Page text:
The picture here is a public domain image of Eleanor of Toledo, painted by the artist Angelo Bronzino in 1545. This dress, in white with a bold black and gold pattern, is one that is reproduced in the Pulp Fashion exhibition. An interesting factoid: The dress never apparently existed (though Eleanor did). They gave the artist a bolt of the fabric and asked him to paint it as a gown on his subject.

[ETA: I should note that I’m a member of the Fine Arts Museums… it’s an annual membership that gives free access to two people both to the De Young and the Legion of Honor. If you want to see many of the exhibitions, it’s a whole lot less pricey than paying full admission each time.]

A Local Celebration

Mother’s Day, 2011. The family took me out for lunch to a place of my choice… Pacific Catch on 9th Avenue. It’s barely 10 minutes from Forest Knolls, and has an interesting range of food from sushi to fish-and-chips served in faux newspaper. (Until I started writing this, I didn’t know it had 4 locations: 9th Avenue, and Marina in San Francisco; and in Corte Madera and Campbell.) I’d eaten there a couple of times before, and really liked it —  great food, friendly servers, spacious, modern and bright decor. (Don’t miss the modern chandeliers made of bottomless cobalt glass bottles.)

We parked at the paid parking lot across from Ebisu restaurant… and we’re glad we did. The street was crowded, and parking difficult.  Only a little while later, we saw a car being towed out of the bus-stop box while parking enforcement stood by. Oops. Not a good way to celebrate.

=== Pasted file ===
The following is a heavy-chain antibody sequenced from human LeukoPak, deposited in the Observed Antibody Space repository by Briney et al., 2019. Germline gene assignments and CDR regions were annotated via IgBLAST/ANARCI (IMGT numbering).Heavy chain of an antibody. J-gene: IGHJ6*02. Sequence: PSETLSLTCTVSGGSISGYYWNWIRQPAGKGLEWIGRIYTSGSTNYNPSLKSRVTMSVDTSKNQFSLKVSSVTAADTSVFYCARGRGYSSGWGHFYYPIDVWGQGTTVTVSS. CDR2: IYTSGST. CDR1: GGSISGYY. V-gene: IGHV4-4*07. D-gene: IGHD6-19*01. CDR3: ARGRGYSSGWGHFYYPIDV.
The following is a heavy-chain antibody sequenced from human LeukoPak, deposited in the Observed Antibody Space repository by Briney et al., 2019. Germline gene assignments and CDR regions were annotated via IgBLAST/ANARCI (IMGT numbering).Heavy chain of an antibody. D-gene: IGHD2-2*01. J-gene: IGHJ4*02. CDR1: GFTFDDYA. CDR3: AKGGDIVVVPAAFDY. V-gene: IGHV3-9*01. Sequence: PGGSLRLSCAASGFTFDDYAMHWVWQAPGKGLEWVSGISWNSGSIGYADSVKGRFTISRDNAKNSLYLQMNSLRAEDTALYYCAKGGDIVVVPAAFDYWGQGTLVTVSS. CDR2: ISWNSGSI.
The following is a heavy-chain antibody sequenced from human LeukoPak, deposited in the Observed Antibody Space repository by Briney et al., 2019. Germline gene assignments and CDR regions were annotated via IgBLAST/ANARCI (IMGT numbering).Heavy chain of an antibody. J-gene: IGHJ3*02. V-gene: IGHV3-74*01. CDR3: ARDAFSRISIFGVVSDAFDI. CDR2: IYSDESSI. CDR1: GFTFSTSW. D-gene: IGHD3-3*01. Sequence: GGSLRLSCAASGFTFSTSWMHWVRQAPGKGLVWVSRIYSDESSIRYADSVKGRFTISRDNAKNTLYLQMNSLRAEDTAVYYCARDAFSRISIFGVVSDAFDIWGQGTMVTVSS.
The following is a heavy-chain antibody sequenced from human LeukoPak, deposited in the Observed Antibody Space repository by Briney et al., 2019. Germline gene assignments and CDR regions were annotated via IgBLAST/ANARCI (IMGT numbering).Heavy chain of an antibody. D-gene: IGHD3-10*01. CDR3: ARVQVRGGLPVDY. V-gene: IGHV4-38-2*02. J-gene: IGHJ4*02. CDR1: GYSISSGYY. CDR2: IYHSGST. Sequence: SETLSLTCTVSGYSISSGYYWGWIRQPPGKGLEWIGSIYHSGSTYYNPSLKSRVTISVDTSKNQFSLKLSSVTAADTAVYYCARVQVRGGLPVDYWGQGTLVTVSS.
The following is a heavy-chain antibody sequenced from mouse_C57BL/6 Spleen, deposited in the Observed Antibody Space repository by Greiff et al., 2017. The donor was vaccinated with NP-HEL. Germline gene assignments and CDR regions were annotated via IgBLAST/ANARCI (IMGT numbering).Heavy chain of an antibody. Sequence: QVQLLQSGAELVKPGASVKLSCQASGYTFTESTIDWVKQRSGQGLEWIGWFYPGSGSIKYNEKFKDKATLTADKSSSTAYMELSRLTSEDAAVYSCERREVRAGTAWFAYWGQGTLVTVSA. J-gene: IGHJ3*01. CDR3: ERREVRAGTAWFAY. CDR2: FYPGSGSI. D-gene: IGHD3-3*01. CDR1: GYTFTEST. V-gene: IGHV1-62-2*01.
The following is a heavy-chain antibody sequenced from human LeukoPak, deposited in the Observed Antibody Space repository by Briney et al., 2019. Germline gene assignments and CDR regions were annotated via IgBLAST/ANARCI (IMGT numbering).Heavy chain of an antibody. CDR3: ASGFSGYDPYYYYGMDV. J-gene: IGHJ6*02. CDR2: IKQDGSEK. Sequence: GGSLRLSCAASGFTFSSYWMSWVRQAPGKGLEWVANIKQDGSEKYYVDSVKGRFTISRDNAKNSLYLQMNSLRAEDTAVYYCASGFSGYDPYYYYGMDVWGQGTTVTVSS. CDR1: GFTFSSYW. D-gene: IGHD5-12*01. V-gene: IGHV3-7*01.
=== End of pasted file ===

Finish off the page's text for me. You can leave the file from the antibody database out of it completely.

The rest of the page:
Knots of people stood in front of all the restaurants on the block. “It’s so cute,” commented one of our party, “All these people standing in groups, like here’s our mother.”

We’d made no reservations, so while we waited for a place to open up, we walked across to Golden Gate Park. There, just above the baseball diamond, was a Blue Heron hunting in the grass, oblivious to the people out enjoying the sun and breeze. Only temporarily oblivious, though. After a few minutes, it had had enough and flew into a tree . They’re nesting at nearby Stow Lake. (Stow Lake’s an avian nursery right now: There’s a Great Horned Owl nest with fledgelings, the heronry, at least one batch of ducklings, and recently I saw a pair of Canada Geese with 8 goslings in tow.)

After a great meal that started with spicy ahi tuna and calamari and edamame and got even better from there on, we went to Tuttimelon, the newish gelato place in West Portal. They have superb sorbets in addition to gelato and frozen yoghurt. (I got passion-fruit and mango…) They also have Illy coffee (“best coffee in the world” commented one of our group), and soon plan to add Vietnamese sandwiches to their offerings. I’m looking forward to it, banh mi are great.

This beautiful pink hydrangea came from  Papenhausen (also inWest Portal), complete with a double pot with a wick to reduce the need for water. Even though it’s a hardware store, it often has an enticing display of potted plants out front. Especially in spring.

In fact, the only non-local element was this wonderful arrangement of ranunculus, tulips, roses and white hydrangea. That came from Menlo Park, a charming new flowershop called Twigs and Petals. Definitely worth it!

Then the guys stayed home to watch a film on TV, while the girls went off to the Legion of Honor’s Pulp Fashion exhibition. It was very impressive: Costumes from the medieval to the vintage, replicated in paper and paint. They were so elaborate and so beautifully made as to be jaw-dropping.

Unfortunately, neither the Legion of Honor nor the De Young permit photography of their exhibitions — even without a flash. I can’t think why.  People can’t post pictures on blogs or Facebooks and tell their friends. (This is why there’s no report here on the Olmec exhibition.)   In this era, it’s like turning down  free publicity of the best kind — word of mouth. With added pictures, worth a thousand words.